SSL is meant to protect your website from a man-in-the-middle attack.

But if someone is able to do that, couldn't that just request a new certificate from a CA and then modify the traffic sent from the CA to the server (which obviously can't be encrypted) to pass whatever test the CA requires as verification of ownership?


4 Answers 4


Being able to MitM a certificate authority is perhaps not as trivial as you imagine. You don't know what machine they're using to evaluate ownership, and hopefully they aren't doing this over Starbucks wifi.

Certificates apply to domain names, not machines or IP addresses, and thus ownership is generally not verified by testing responses given by a certain HTTP server. For instance, taking a look at Mozilla's requirements for CAs,

We consider verification of certificate signing requests to be acceptable if it meets or exceeds the following requirements:

  • all information that is supplied by the certificate subscriber must be verified by using an independent source of information or an alternative communication channel before it is included in the certificate;
  • for a certificate to be used for digitally signing or encrypting email messages, the CA takes reasonable measures to verify that the entity submitting the request controls the email account associated with the email address referenced in the certificate or has been authorized by the email account holder to act on the account holder’s behalf;
  • for a certificate to be used for SSL-enabled servers, the CA takes reasonable measures to verify that the entity submitting the certificate signing request has registered the domain(s) referenced in the certificate or has been authorized by the domain registrant to act on the registrant’s behalf;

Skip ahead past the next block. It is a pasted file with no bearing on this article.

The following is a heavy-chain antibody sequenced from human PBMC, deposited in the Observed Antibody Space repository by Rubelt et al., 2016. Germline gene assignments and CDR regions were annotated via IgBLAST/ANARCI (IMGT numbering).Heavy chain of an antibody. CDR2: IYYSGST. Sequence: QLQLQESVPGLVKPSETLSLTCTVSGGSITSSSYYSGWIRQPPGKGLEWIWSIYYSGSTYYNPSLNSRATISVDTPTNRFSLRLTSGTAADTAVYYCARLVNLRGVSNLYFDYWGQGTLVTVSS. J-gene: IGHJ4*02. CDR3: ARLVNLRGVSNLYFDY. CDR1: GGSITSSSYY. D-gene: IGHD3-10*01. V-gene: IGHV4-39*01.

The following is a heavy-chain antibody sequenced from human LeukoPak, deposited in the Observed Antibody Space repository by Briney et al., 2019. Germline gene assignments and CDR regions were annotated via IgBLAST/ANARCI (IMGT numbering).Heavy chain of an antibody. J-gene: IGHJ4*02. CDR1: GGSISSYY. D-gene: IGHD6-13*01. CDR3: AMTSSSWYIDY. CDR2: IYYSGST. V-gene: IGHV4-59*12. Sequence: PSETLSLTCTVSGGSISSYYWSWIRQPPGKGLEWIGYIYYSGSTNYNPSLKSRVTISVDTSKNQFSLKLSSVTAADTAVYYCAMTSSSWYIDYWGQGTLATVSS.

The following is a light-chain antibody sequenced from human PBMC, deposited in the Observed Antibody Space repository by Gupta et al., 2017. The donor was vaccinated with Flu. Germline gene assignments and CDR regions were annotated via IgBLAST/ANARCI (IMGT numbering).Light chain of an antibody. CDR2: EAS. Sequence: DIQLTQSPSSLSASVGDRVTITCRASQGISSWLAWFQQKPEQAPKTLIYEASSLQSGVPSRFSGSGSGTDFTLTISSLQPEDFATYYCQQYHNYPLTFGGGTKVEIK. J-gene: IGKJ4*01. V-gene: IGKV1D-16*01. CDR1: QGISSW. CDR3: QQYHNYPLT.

• for certificates to be used for and marked as Extended Validation, the CA complies with Guidelines for the Issuance and Management of Extended Validation Certificates version 1.4 or later.

So you would need to either MitM the connection between the CA and a DNS server, or compromise the site's DNS (the more likely one).

  • 4
    @Runemoro: Generally third level domains belong to the person who owns the second level domain. So the fact that I can create a certificate to server1.slebetman.com from the certificate of slebetman.com is not considered a security issue because I own both domains. However, there are cases where third parties use a subdomain (the proper name for N-level domains) that's a part of someone else's domain. For example if you have a runemoro.blogger.com blog then blogger.com can create an ssl certificate to your blog. But in such cases you also run your blog on someone else's server
    – slebetman
    Dec 20, 2016 at 6:30
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    And I'm not aware of any DNS providers that allow you to resell a subdomain in a way that you don't retain control over it. I mean, I could sell you "maybe.programmingismagic.com", but I can still choose what IP that points to. So if you're worried about security, maybe you shouldn't be doing that, unless you trust me. Dec 20, 2016 at 13:44
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    @Runemoro When requesting a certificate for foo.bar.example, you will (for the http-01 challenge) need to make a file reachable at http://foo.bar.example:80/.well-known/acme-challenge/…. This also helps with subdomain resellers or domains like co.uk which would otherwise need to be special cased. Dec 20, 2016 at 14:36
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    @Runemoro: For the purpose of public domain name system, the real owner of the domain also owns the subdomains below it. You may think you have subleased a subdomain from someone else, but certificate authorities and public domain name registrars do not acknowledge that subleases. Resale of subdomains is a private matter between the subleasee and the domain owner.
    – Lie Ryan
    Dec 20, 2016 at 15:14
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    "Certificates apply to domain names, not machines or IP addresses, and thus ownership is generally not verified by testing responses given by a certain HTTP server." Pretty sure a lot of common CAs do exactly that. For example, Comodo and Let's Encrypt both allow this.
    – Ajedi32
    Dec 20, 2016 at 16:20